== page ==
“ To the Lord Chancellor, touching the History of Britain. “It may please your good lordship, “Some late act of his majesty, referred to some former speech which I have heard from your lordship, bred in me a great desire, and the strength of desire a boldness to make an humble proposition to your lordship, such as in me can be no better than a wish: but if your lordship should apprehend it, it may take some good and worthy effect. The act I speak of, is the order given by his majesty for the erection of a tomb or monument for our late sovereign Queen Elizabeth :1 wherein I may note much, but only this at his time, that as her majesty did always right to his majesty's hopes, so his highness doth in things right to her memory; a very just and princely retribution. But from this occasion, by Abery easy ascent, I passed farther, being put in mind, by this representative of her person, of the more true and more vive representation, which is of her life and government: for as statues and pictures are dumb histories, so histories are speaking pictures ; wherein if my affection be not too great, or my ring too small, I am of this opinion, that if Plutarch were alive to write lives by parallels, it wou trouble him both for virtue and fortune, to find for her a parallel amongst women. And though she was of the passive sex, yet her government was so active, as, in my simple opinion, it made more impression upon the several states of Europe, than it received from thence. But I confess unto your lordship I could not stay here, but went a little farther into the consideration of the times which have passed since King Henry VIII; wherein I find the strangest variety, that in so little number of successions of any hereditary monarchy hath ever been known. The reign of a child; the offer of an usurpation, though it was but as a diary ague; the reign of a lady married to a foreigner; and the reign of a lady solitary and unmarried; so that as it cometh to pass in massy bodies, that they have certain trepidations and wavering before they fix and settle; so it seemeth that by the providence of God this monarchy, before it was to settle in his majesty, and his generations, in which I hope it is now established forever, hath had these prelusive changes in these barren princes. Neither could I contain myself here, as it is easier for a man to multiply than to stay a wish, but calling to remembrance the unworthiness of the history of England,2 in the main continuance thereof; and the partiality and obliquity of that of Scotland, in the latest and largest authors that I have seen: I conceived it would be honour for his majesty, and a work very memorable, if this island of Great Britain, as it is now joined in monarchy for the ages to come, so it were joined in history for the times past: and that one just and complete history were compiled of both nations. And if any man perhaps should think it may refresh thn memory of former discords, he may satisfy himself with the verse olim hæc meminisse juvabit:' for the case being now altered, it is matter of comfort and gratulation to remember former troubles. Thus much, if it may please your lordship, is in the optative mood; and it is time that I did look is little into the potential; wherein the hope which I conceived was grounded upon three observations. The first, the nature of these times, which flourish in learning, both of art and language; which giveth hope not only that it may be done, but that it may be well done. Secondly, I do see that which all the world sees in his majesty, both a wonderful judgment in learning, and a singular affection towards learning, and works which are of the mind more than of the hand. For there cannot be the like honour sought and found, in building of galleries, and planting of elms along high-ways, and in those outward ornaments, wherein France is now so busy, things rather of magnificence than of magnanimity, as there is in the uniting of states, pacifying of controversies, nourishing and augmenting of learning and arts, and the particular actions appertaining to these; of which kind Cicero judged truly, when he said to Cæsar, • Quantum operibus tuis detrahet vetustas, tantum addet laudibus.' And lastly, I call to mind, that your lordship at some times hath been pleased to express unto me a great desire, that something of this nature should be performed ; answerable indeed to your other noble and worthy courses and actions : joining and adding unto the great services towards his majesty, which have, in small compass of time, been performed by your lordship, other great deservings both of the church and commonwealth, and particulars; so as the opinion of so great and wise a man doth seem to me a good warrant both of the possibility and worth of the matter. But all this while I assure myself, I cannot be mistaken by your lordship, as if I sought an office or employment for myself; for no man knows better than your lordship, that if there were in me any faculty thereunto, yet neither my course of life nor profession would permit it; but because there be so many good painters both for hand and colours, it needeth but encouragement and instructions to give life unto it. So in all humbleness I conclude my presenting unto your lordship this wish; which, if it perish, it is but a loss of that which is not. And so craving pardon that I have taken so much time from your lordship, I remain—"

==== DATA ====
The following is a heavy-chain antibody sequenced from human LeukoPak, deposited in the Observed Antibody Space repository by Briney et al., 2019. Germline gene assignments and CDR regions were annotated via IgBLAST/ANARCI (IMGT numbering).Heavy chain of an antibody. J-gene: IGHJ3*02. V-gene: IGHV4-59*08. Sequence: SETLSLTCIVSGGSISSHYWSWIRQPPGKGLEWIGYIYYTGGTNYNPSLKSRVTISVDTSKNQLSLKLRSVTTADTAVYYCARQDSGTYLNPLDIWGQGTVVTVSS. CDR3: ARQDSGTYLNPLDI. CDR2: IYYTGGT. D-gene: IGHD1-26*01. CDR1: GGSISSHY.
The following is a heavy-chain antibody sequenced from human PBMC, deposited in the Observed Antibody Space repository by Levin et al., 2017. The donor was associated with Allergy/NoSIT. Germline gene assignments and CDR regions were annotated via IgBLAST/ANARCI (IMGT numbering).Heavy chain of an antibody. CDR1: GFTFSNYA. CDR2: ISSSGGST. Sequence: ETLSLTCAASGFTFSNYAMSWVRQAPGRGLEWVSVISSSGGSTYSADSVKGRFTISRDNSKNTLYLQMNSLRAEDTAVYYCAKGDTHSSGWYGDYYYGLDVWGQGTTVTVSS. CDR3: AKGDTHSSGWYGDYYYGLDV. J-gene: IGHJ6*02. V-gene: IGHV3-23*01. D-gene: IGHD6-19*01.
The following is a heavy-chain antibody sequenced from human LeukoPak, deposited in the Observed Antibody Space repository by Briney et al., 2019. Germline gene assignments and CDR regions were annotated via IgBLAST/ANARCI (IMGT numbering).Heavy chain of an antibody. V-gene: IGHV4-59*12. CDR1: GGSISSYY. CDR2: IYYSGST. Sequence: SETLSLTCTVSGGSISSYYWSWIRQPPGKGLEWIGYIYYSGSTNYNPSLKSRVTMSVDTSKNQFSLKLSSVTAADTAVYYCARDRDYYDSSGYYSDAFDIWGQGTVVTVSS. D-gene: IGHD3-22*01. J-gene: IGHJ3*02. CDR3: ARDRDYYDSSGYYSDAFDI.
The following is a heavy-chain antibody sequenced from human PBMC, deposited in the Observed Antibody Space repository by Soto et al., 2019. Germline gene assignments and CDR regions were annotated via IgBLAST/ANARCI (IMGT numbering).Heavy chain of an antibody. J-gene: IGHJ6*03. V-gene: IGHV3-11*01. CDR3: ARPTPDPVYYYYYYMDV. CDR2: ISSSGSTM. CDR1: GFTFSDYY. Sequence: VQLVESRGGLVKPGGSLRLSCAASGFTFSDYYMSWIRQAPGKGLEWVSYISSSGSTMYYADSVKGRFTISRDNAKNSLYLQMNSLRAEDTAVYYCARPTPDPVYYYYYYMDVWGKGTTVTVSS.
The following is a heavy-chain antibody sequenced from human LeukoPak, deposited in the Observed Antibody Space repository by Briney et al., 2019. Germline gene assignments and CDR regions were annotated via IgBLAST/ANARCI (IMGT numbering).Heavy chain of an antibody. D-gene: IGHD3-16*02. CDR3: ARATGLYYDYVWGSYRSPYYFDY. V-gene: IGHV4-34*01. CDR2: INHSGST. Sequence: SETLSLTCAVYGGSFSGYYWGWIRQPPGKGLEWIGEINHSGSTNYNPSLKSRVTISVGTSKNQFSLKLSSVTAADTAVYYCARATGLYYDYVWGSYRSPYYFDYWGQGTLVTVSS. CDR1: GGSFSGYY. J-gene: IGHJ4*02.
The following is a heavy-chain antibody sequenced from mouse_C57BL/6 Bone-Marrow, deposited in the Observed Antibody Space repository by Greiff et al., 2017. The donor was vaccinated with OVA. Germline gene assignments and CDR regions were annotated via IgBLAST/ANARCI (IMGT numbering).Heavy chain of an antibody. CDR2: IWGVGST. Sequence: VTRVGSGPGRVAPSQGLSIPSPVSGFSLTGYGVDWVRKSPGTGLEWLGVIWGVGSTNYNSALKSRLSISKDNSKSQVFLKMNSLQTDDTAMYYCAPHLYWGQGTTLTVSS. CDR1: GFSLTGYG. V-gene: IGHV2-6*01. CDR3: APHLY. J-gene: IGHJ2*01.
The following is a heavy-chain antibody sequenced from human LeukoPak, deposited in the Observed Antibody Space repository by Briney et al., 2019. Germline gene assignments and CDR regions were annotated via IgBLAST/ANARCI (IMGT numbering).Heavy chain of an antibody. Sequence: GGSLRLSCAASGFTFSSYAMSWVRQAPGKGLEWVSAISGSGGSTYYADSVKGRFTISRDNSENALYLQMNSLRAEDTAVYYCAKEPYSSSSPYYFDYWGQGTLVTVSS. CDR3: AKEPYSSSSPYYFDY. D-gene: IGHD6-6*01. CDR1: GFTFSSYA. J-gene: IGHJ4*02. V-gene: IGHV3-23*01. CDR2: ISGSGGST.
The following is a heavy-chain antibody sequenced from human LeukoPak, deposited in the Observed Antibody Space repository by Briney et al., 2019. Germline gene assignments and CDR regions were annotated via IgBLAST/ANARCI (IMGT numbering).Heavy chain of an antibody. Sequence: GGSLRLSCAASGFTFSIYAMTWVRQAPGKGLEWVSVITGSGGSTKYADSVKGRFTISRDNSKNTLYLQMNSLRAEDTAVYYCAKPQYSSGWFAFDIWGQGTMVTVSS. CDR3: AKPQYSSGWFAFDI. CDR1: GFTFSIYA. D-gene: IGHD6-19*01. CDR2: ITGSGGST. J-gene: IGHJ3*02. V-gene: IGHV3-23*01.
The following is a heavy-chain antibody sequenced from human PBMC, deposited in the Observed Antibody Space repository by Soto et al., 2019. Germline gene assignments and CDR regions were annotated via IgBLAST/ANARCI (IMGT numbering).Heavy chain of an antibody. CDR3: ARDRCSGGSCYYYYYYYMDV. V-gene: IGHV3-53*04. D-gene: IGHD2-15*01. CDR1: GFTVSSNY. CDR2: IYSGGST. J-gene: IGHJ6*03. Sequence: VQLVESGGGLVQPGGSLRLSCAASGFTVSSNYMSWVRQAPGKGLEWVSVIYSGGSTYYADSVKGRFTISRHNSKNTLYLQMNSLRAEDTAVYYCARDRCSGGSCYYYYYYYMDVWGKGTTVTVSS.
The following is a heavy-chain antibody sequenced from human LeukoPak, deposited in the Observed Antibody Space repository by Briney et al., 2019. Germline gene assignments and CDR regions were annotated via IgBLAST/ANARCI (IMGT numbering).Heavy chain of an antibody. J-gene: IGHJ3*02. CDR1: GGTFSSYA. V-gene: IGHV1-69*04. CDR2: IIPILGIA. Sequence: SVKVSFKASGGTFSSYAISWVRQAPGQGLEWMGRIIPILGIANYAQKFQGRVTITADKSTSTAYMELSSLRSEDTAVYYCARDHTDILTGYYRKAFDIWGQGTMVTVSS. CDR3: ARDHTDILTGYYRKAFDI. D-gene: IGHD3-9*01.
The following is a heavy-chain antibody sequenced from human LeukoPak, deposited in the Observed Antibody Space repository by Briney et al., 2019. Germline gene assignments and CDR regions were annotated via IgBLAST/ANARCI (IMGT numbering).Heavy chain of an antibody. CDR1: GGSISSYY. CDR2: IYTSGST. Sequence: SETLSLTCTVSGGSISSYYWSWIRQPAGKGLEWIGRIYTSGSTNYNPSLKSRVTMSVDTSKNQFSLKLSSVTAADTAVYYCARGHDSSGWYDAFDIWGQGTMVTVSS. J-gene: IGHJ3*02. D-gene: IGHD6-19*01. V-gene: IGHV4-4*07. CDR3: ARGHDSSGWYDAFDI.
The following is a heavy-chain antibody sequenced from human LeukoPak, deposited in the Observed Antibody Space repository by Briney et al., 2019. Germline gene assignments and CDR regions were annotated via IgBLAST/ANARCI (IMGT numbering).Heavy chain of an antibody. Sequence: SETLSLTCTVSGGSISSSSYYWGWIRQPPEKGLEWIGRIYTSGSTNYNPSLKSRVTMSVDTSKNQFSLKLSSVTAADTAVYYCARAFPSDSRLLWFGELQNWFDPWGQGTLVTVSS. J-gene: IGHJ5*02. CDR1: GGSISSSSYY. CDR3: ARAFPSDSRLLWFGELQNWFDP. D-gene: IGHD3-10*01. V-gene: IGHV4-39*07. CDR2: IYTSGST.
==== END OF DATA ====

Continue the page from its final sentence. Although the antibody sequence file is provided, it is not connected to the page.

1 “The monument here spoken of was erected in King Henry VII's chapel at Westminster, in the year 1606."